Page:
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**Domain and Interval Notation**

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**Domain The set of all possible input values (generally x values)**

We write the domain in interval notation Interval notation has 2 important components: Position Symbols

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**Interval Notation – Position**

Has 2 positions: the lower bound and the upper bound [4, 12) Lower Bound 1st Number Lowest Possible x-value Upper Bound 2nd Number Highest Possible x-value

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**Interval Notation – Symbols**

Has 2 types of symbols: brackets and parentheses [4, 12) [ ] → brackets Inclusive (the number is included) =, ≤, ≥ ● (closed circle) ( ) → parentheses Exclusive (the number is excluded) ≠, <, > ○ (open circle)

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**Understanding Interval Notation**

4 ≤ x < 12 Interval Notation: How We Say It: The domain is to On a Number Line:

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**Example – Domain: –2 < x ≤ 6**

Interval Notation: How We Say It: The domain is – to On a Number Line:

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**Example – Domain: –16 < x < –8**

Interval Notation: How We Say It: The domain is – to – On a Number Line:

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Your Turn: Complete problems 1 – 3 on the “Domain and Interval Notation – Guided Notes” handout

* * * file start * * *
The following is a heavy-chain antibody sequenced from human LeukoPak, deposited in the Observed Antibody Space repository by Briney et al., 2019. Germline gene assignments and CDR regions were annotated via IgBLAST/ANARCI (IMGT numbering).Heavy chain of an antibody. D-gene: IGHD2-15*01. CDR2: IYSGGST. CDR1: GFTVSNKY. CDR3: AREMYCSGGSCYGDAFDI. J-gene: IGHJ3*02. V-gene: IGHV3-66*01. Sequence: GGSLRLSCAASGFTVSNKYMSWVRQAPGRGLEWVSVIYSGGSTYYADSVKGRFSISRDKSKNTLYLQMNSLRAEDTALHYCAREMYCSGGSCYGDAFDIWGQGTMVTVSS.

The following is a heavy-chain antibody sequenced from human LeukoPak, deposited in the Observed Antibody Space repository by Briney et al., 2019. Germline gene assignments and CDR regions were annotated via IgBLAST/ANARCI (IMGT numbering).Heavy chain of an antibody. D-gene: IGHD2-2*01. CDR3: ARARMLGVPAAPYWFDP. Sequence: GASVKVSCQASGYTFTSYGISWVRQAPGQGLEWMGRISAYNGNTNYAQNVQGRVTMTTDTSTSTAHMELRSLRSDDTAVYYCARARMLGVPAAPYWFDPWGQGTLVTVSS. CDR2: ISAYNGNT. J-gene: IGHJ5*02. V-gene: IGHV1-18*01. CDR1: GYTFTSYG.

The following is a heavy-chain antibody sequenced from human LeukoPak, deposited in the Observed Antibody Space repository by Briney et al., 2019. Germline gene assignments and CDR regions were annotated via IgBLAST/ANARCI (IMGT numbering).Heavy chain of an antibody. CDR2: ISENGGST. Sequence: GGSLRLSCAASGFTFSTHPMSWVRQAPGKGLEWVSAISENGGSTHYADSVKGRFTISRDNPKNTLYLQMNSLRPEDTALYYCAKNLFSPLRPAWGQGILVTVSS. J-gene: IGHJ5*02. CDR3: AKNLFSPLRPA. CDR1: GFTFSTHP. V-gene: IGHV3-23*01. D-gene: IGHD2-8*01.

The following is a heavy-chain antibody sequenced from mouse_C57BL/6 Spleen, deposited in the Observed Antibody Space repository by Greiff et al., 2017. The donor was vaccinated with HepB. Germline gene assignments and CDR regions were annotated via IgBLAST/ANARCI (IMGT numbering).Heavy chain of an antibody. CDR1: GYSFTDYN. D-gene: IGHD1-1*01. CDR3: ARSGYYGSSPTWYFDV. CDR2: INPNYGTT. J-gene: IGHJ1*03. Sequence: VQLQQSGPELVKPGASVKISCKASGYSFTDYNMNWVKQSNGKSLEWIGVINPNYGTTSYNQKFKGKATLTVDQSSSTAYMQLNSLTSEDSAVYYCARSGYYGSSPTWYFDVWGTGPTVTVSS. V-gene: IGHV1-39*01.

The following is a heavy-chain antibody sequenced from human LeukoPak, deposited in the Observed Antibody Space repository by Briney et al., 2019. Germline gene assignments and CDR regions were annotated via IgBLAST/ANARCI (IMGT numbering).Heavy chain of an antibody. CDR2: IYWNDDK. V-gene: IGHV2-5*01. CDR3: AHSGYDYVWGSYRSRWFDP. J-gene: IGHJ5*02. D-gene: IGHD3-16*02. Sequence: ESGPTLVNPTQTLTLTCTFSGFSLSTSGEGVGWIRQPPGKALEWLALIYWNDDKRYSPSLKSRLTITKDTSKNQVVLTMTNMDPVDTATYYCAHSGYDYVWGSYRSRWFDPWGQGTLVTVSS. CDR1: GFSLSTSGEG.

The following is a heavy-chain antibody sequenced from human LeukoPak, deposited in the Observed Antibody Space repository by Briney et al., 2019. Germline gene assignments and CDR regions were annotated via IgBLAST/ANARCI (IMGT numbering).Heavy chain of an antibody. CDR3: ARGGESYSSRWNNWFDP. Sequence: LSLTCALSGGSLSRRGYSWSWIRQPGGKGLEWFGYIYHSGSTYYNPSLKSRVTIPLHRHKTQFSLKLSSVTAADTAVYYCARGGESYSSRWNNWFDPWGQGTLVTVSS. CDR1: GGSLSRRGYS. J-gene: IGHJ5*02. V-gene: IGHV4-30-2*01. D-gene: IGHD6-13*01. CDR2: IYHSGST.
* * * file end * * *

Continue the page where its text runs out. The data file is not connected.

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Infinity Infinity is always exclusive!!! – The symbol for infinity

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Infinity, cont. Negative Infinity Positive Infinity

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**Example – Domain: x ≥ 4 Interval Notation:**

How We Say It: The domain is to On a Number Line:

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**Example – Domain: x is all real numbers Interval Notation:**

How We Say It: The domain is to On a Number Line:

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Your Turn: Complete problems 4 – 6 on the “Domain and Interval Notation – Guided Notes” handout

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**Restricted Domain When the domain is anything besides (–∞, ∞)**

Examples: 3 < x 5 ≤ x < 20 –7 ≠ x

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**Combining Restricted Domains**